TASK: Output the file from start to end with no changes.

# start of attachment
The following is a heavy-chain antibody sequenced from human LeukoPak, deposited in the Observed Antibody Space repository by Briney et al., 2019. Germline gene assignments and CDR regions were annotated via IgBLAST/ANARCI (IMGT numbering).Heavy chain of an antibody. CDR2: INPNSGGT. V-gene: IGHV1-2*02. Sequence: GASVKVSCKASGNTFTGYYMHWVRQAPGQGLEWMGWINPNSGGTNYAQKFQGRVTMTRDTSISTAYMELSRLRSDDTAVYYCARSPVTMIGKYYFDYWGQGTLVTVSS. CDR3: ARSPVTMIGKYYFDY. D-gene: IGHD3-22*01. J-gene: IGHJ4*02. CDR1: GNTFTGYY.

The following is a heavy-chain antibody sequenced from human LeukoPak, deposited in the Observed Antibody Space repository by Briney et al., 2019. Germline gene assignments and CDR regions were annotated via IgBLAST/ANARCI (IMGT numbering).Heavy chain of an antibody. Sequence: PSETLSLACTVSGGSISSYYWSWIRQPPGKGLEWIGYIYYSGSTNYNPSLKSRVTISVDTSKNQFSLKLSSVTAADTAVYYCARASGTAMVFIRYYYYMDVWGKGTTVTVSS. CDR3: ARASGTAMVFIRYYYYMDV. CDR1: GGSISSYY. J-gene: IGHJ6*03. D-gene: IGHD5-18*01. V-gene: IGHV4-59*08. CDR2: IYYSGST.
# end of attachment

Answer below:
The following is a heavy-chain antibody sequenced from human LeukoPak, deposited in the Observed Antibody Space repository by Briney et al., 2019. Germline gene assignments and CDR regions were annotated via IgBLAST/ANARCI (IMGT numbering).Heavy chain of an antibody. CDR2: INPNSGGT. V-gene: IGHV1-2*02. Sequence: GASVKVSCKASGNTFTGYYMHWVRQAPGQGLEWMGWINPNSGGTNYAQKFQGRVTMTRDTSISTAYMELSRLRSDDTAVYYCARSPVTMIGKYYFDYWGQGTLVTVSS. CDR3: ARSPVTMIGKYYFDY. D-gene: IGHD3-22*01. J-gene: IGHJ4*02. CDR1: GNTFTGYY.

The following is a heavy-chain antibody sequenced from human LeukoPak, deposited in the Observed Antibody Space repository by Briney et al., 2019. Germline gene assignments and CDR regions were annotated via IgBLAST/ANARCI (IMGT numbering).Heavy chain of an antibody. Sequence: PSETLSLACTVSGGSISSYYWSWIRQPPGKGLEWIGYIYYSGSTNYNPSLKSRVTISVDTSKNQFSLKLSSVTAADTAVYYCARASGTAMVFIRYYYYMDVWGKGTTVTVSS. CDR3: ARASGTAMVFIRYYYYMDV. CDR1: GGSISSYY. J-gene: IGHJ6*03. D-gene: IGHD5-18*01. V-gene: IGHV4-59*08. CDR2: IYYSGST.